I will refuse to ever own any of their cars.
Indeed, I will be so furious at having been duped and manipulated that I will book a flight to Los Angeles. I will take a taxi to CBS, get in the audience line for a taping of “The Price Is Right” and then I’ll get myself a spot in Contestants’ Row by being extremely charming and witty when the producers show up and start introducing themselves. Once I’m there, I will draw upon my encyclopedic knowledge of the prices of personal watercraft and grandfather clocks to win the right to run onto the stage, meet Drew Carey and play a pricing game. I will likely win said pricing game, thanks to the foolproof strategies I developed while watching “The Price Is Right” every morning during the two weeks that the Blizzard of ’78 had closed down all of the schools. If it’s the Clock Game, I will win the hell out of it.
I will spin the Big Wheel with a deft hand and win the Showcase Showdown. I will get to the Showcase. I will pass the crummy first Showcase to the other contestant.
I will do all of this just so that if the big prize at the end of the second Showcase proves to be a vehicle made by this same car company that had broken my heart with their fake wedding proposal viral ad, I can bid ten million dollars.
“Ten million dollars?!?” Mr. Carey will sputter after the “OVERBID” sign lights up on my podium. “Why the hell did you bid so high?”
That’s when I will look straight into the camera and say “Because that’s how much money you’d have to pay me to be caught dead in one of [name of car company]’s piece of **** cars,” I will calmly say. “I mean, holy **** on a rocket sled, Drew, I’d honestly rather commute to work in one of those ships on which hundreds of lepers used to be set adrift at sea. Wouldn’t anybody?”
It will be perfect irony. CBS couldn’t air it due to the profanity, but someone at the production company would probably post the video to YouTube…where it would instantly go viral.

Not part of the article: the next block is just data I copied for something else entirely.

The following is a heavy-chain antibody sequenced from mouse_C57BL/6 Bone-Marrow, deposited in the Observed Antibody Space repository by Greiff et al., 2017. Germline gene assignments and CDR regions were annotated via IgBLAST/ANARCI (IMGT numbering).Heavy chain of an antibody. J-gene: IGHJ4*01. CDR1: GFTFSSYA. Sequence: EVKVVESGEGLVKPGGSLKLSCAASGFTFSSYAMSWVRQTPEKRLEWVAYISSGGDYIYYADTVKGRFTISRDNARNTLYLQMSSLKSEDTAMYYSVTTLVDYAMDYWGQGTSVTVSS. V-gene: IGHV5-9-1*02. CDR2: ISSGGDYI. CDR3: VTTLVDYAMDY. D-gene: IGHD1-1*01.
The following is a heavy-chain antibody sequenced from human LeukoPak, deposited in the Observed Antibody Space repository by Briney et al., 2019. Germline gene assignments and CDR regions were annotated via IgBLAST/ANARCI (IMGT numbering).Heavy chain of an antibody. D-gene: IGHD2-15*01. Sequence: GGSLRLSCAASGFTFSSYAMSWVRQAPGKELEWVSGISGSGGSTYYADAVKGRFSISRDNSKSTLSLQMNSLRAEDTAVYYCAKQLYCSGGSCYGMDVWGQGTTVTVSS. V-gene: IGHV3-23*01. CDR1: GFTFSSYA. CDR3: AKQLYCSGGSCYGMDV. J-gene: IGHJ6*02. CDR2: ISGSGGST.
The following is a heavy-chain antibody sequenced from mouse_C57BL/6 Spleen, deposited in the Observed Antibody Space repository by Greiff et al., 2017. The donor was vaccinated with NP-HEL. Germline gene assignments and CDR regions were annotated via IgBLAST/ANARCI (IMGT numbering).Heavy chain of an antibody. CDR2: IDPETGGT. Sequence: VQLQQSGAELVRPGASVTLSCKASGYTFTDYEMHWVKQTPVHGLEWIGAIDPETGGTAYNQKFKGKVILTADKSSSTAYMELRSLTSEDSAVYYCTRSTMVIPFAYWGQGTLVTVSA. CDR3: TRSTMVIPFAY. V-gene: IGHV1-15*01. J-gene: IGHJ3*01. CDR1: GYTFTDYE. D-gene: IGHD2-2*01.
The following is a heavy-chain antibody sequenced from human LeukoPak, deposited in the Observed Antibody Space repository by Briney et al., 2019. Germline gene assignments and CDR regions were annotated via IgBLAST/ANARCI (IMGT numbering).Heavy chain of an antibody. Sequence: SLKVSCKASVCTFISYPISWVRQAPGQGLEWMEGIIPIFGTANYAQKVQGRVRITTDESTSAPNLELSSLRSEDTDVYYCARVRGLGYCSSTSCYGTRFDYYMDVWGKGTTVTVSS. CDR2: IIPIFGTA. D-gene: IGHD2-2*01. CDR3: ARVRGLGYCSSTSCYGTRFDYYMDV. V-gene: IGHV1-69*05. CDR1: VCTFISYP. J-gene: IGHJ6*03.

Advertisers need to understand something: they shouldn’t risk their brands on viral ads unless they’re explicitly advertisements, right from the get-go. These things don’t fool us any more. When was the last time anybody was handed a small, suspiciously-light metal can and they failed to suss that it contained a potentially-lethal metal spring instead of the Deluxe Fancy Salted Mixed Nuts that its label promised? I can’t name the year but meat rationing was probably still in effect.
Ditto for anything on YouTube in which more than three people happen to be drinking the same brand of anything in the same shot at any time.
4) Interesting, isn’t it, that the couple chose to share this video with the world. I’m not judging them for this decision. I reckon it falls under the general category of “We’re so happy that we can’t even contain it; we want to shout it from the rooftops.”
Still, it’s a statement about life in the 21.2nd Century. During the Age of Videotape, this moment would have been shared with a group that included 11 people who are keenly, joyously interested, plus 19 people who just happened to be in the room with one of the 11 when someone pushed “Play” on the remote. Call it an audience of fifty people, tops.
Nearly a million people have seen this proposal so far. Wow! By my way of thinking, publishing the video changes the event. Suddenly, it’s not so much “Our son’s marriage proposal” as it is “That marriage proposal video that went viral and got BoingBoinged.” The Moment stops being something cherished by a close circle of family and friends and becomes part of the blur of public entertainment.
Again, I’m not judging. I simply marvel that there can be such a wide range of attitudes regarding this stuff. And sometimes, a thing like this comes along and reminds me that people who are even just ten years younger than I am are from a world that’s vastly different from the one I grew up in.
There’s Right and there’s Wrong. But there are also those ideas that you can’t instinctively relate to, simply because you’re stuck with an outdated factory-installed browser that doesn’t support the latest plugin.
Don’t be smug, kids. We were once exactly like you. We mocked the Mosaic generation just as sharply as you Firefox people mock us Netscapers. Need I remind you all that by the time you all turn 30, the Safari and Chrome babies will be the new hires at your company?